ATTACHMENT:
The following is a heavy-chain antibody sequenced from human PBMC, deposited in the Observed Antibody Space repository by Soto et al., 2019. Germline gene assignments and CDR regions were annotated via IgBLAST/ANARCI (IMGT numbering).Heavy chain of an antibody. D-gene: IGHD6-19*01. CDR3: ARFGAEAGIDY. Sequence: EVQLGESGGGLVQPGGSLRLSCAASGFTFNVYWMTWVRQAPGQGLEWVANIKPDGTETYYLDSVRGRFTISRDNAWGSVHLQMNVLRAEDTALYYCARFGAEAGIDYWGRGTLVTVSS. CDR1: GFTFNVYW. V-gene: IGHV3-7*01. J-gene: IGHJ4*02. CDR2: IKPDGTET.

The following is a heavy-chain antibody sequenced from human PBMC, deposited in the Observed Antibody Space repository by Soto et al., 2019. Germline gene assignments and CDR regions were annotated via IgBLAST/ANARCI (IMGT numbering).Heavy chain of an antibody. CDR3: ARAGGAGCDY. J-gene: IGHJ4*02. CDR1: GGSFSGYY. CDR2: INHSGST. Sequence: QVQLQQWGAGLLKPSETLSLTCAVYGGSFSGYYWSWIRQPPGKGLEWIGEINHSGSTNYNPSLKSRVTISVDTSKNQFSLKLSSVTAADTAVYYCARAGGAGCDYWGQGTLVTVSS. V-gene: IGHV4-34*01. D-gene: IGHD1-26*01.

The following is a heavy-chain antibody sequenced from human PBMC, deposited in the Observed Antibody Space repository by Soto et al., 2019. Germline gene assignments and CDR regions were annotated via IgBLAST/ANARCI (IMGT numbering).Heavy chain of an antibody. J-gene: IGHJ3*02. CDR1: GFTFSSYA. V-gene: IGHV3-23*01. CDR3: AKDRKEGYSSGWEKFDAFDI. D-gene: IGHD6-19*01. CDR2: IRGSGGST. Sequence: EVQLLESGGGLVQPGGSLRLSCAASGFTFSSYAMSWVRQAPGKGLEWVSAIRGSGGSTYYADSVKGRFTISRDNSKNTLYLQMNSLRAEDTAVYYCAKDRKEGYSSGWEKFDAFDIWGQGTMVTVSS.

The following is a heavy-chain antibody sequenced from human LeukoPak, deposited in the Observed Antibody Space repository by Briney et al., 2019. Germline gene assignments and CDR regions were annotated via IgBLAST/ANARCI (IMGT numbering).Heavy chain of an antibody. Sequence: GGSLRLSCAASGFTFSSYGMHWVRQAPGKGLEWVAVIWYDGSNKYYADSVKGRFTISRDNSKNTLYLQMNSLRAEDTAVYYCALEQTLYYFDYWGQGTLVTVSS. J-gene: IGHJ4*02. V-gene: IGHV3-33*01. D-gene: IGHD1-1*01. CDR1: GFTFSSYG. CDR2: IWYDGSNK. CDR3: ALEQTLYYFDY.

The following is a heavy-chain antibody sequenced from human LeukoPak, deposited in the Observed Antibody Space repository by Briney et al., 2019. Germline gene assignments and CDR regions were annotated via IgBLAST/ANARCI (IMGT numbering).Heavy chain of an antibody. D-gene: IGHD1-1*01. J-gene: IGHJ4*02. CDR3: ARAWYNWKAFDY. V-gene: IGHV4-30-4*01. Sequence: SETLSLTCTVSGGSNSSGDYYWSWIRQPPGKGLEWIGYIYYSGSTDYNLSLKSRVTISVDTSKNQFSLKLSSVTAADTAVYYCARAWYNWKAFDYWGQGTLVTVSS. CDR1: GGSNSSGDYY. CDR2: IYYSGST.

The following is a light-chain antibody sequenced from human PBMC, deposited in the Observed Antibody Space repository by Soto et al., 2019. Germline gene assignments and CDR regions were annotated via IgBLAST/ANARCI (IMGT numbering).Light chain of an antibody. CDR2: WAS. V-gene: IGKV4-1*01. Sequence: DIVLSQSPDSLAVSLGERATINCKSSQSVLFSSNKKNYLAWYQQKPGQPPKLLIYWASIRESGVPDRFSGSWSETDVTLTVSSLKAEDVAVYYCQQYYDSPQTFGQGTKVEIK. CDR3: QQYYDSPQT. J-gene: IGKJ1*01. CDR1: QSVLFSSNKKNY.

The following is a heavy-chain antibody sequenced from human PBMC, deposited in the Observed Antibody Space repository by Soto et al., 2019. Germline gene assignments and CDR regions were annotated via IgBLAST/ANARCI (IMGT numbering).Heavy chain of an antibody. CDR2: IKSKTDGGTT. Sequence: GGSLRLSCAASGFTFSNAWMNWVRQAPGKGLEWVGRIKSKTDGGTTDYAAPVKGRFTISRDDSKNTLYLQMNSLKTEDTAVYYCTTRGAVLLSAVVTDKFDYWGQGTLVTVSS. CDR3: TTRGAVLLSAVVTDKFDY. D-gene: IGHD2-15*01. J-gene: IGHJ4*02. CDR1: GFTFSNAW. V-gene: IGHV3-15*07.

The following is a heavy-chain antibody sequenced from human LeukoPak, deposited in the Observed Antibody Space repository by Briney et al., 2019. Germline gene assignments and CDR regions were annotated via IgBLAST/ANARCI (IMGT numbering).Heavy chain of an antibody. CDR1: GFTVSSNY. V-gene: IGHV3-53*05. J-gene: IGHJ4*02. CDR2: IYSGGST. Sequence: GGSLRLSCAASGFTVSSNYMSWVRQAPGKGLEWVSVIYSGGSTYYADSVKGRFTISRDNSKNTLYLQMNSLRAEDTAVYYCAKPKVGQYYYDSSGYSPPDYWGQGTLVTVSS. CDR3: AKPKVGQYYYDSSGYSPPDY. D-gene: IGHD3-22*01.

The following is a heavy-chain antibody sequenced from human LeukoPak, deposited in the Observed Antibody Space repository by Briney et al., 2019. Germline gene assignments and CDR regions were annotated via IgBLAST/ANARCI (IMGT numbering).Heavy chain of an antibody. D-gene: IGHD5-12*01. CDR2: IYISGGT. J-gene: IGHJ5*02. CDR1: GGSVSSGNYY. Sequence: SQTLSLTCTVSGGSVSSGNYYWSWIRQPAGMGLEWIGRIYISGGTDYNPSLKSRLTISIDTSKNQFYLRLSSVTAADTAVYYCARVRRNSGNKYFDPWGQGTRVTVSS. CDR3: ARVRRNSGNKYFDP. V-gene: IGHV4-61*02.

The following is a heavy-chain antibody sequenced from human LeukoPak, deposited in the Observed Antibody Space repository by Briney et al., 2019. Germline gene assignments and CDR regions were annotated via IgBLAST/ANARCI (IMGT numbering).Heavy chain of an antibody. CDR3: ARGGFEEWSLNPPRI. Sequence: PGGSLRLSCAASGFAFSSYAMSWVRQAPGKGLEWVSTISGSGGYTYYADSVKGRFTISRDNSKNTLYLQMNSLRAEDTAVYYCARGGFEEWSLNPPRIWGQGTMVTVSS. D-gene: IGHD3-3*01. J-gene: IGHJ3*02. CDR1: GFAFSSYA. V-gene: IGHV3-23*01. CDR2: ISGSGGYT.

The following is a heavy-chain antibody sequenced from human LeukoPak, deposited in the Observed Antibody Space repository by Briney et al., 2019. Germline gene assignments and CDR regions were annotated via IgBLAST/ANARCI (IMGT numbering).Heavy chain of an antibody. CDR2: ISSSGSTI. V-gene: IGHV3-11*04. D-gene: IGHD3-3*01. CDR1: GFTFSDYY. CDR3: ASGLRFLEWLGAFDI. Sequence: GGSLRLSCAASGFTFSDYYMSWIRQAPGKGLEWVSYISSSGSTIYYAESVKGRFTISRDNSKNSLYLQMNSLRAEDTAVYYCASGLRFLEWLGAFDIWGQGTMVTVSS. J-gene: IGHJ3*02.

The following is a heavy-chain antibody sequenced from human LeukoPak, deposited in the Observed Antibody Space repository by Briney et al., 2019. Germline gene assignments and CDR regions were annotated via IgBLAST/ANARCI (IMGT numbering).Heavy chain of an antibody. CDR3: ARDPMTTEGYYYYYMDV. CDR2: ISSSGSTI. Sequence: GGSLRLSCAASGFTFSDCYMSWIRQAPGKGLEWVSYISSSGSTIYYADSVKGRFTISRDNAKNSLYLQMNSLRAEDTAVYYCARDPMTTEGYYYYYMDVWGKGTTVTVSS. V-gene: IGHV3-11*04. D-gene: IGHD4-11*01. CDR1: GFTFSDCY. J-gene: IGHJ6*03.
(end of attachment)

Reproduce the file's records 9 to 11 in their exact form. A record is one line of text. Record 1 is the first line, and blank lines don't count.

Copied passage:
The following is a heavy-chain antibody sequenced from human LeukoPak, deposited in the Observed Antibody Space repository by Briney et al., 2019. Germline gene assignments and CDR regions were annotated via IgBLAST/ANARCI (IMGT numbering).Heavy chain of an antibody. D-gene: IGHD5-12*01. CDR2: IYISGGT. J-gene: IGHJ5*02. CDR1: GGSVSSGNYY. Sequence: SQTLSLTCTVSGGSVSSGNYYWSWIRQPAGMGLEWIGRIYISGGTDYNPSLKSRLTISIDTSKNQFYLRLSSVTAADTAVYYCARVRRNSGNKYFDPWGQGTRVTVSS. CDR3: ARVRRNSGNKYFDP. V-gene: IGHV4-61*02.

The following is a heavy-chain antibody sequenced from human LeukoPak, deposited in the Observed Antibody Space repository by Briney et al., 2019. Germline gene assignments and CDR regions were annotated via IgBLAST/ANARCI (IMGT numbering).Heavy chain of an antibody. CDR3: ARGGFEEWSLNPPRI. Sequence: PGGSLRLSCAASGFAFSSYAMSWVRQAPGKGLEWVSTISGSGGYTYYADSVKGRFTISRDNSKNTLYLQMNSLRAEDTAVYYCARGGFEEWSLNPPRIWGQGTMVTVSS. D-gene: IGHD3-3*01. J-gene: IGHJ3*02. CDR1: GFAFSSYA. V-gene: IGHV3-23*01. CDR2: ISGSGGYT.

The following is a heavy-chain antibody sequenced from human LeukoPak, deposited in the Observed Antibody Space repository by Briney et al., 2019. Germline gene assignments and CDR regions were annotated via IgBLAST/ANARCI (IMGT numbering).Heavy chain of an antibody. CDR2: ISSSGSTI. V-gene: IGHV3-11*04. D-gene: IGHD3-3*01. CDR1: GFTFSDYY. CDR3: ASGLRFLEWLGAFDI. Sequence: GGSLRLSCAASGFTFSDYYMSWIRQAPGKGLEWVSYISSSGSTIYYAESVKGRFTISRDNSKNSLYLQMNSLRAEDTAVYYCASGLRFLEWLGAFDIWGQGTMVTVSS. J-gene: IGHJ3*02.